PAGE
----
More rideshare trips mean fewer alcohol-involved crashes, according to a new study by Columbia University Mailman School of Public Health. The research adds to a growing body of work suggesting that ridesharing may take the place of drunk driving. The findings are published in the Journal of Studies on Alcohol and Drugs.
The researchers studied statistics from the Chicago Data Portal, November 2018 to December 2019. They matched 962 alcohol-involved crashes with 962 that did not involve alcohol, and particularly looked at the density per square mile of rideshare trips that were in progress at the time of the crash.
The researchers chose Chicago because it is one of the few locations in which rideshare data—including information about where each trip started and ended—are released publicly at the trip level. This level of detail is necessary to improve understanding of ridesharing’s positive and negative impacts.
“We found the density of active rideshare trips near a crash site was associated with decreased odds that the crash was alcohol-involved,” says Christopher Morrison, PhD, assistant professor of epidemiology at Columbia Mailman School. “These results are consistent with the suggestion that ridesharing replaces impaired-driver trips.”
Specifically, an increase of one rideshare trip per square mile was associated with 0.2% decreased odds that a crash was alcohol-involved. Although the benefits for one rideshare trip were small, the sheer volume of rideshare trips and alcohol-involved crashes on Chicago roads mean the overall impacts could be substantial.
The study points out that ridesharing services are available in 263 cities in the United States, and they have facilitated more than 11 billion rides since beginning to operate around 10 years ago. Ridesharing may be an appealing option for consumers because they can avoid both the risk of drunk driving and the potential inconvenience of public transportation.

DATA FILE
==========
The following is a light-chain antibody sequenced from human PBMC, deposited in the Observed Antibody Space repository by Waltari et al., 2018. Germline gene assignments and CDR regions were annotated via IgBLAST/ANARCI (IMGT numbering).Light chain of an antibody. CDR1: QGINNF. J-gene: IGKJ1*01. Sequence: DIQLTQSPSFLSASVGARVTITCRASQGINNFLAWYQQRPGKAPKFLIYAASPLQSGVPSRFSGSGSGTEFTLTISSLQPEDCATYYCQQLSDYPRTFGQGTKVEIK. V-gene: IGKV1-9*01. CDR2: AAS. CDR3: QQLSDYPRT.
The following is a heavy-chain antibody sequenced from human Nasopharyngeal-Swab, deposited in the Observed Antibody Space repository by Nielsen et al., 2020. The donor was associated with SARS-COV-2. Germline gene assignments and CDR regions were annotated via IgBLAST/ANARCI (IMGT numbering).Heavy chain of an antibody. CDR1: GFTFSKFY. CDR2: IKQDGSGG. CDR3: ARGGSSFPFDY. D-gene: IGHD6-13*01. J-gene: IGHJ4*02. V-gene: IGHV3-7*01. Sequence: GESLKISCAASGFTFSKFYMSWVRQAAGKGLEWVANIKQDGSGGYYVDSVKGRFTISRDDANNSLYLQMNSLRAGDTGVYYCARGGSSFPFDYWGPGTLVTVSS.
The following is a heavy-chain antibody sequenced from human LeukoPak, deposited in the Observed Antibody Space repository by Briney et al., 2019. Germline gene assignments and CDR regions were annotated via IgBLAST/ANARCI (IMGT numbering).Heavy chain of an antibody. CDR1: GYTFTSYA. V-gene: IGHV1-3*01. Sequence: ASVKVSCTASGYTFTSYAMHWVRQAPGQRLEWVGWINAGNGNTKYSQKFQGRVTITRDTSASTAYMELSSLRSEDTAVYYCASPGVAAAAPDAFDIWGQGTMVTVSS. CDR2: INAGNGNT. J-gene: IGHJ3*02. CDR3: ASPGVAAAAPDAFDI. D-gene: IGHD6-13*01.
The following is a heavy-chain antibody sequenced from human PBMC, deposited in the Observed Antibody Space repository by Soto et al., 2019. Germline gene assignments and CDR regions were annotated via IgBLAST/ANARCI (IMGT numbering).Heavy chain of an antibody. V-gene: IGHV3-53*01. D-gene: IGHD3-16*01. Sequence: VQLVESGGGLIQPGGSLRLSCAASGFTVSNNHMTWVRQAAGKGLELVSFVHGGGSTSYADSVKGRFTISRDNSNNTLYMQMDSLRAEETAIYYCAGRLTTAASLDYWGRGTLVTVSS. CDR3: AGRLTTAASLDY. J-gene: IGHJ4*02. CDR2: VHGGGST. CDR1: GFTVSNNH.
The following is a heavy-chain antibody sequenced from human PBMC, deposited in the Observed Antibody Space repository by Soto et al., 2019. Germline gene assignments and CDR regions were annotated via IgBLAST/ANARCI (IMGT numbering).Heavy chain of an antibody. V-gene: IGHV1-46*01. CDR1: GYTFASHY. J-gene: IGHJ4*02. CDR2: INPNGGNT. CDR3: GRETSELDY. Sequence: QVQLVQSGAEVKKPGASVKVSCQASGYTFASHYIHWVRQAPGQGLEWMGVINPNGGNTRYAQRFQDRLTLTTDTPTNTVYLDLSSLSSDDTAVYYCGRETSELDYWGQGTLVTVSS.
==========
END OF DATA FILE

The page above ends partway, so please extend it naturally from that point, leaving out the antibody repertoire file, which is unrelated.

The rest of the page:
Morrison concludes that although some research shows ridesharing may be associated with increases in other public health problems—such as pedestrian crashes—these findings support the use of ridesharing to tackle the specific problem of drunk driving.
“Drunk driving is devastating for the people who drive drunk and for other drivers and passengers with whom they share the road,” says Morrison. “We can use this information to help reduce these enormous health costs.”
Co-authors include Gabrielle D’Ambrosi, Ava Lamb, and Andrew Rundle, Columbia Mailman School of Public Health; Kytt McManus, The Earth Institute, Columbia University; and David Humphreys, Oxford University.
The study was supported by the Centers for Disease Control and Prevention (R49-CE003094).
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